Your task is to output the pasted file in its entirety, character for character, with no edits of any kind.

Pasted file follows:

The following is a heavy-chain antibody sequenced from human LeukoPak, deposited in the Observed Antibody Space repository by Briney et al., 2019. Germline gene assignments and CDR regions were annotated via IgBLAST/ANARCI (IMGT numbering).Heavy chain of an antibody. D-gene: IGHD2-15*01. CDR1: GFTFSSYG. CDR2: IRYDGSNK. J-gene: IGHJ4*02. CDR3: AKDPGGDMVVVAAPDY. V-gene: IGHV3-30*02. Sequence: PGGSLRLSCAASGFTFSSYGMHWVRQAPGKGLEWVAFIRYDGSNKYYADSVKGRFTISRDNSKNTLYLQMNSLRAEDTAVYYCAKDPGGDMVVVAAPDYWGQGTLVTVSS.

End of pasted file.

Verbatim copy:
The following is a heavy-chain antibody sequenced from human LeukoPak, deposited in the Observed Antibody Space repository by Briney et al., 2019. Germline gene assignments and CDR regions were annotated via IgBLAST/ANARCI (IMGT numbering).Heavy chain of an antibody. D-gene: IGHD2-15*01. CDR1: GFTFSSYG. CDR2: IRYDGSNK. J-gene: IGHJ4*02. CDR3: AKDPGGDMVVVAAPDY. V-gene: IGHV3-30*02. Sequence: PGGSLRLSCAASGFTFSSYGMHWVRQAPGKGLEWVAFIRYDGSNKYYADSVKGRFTISRDNSKNTLYLQMNSLRAEDTAVYYCAKDPGGDMVVVAAPDYWGQGTLVTVSS.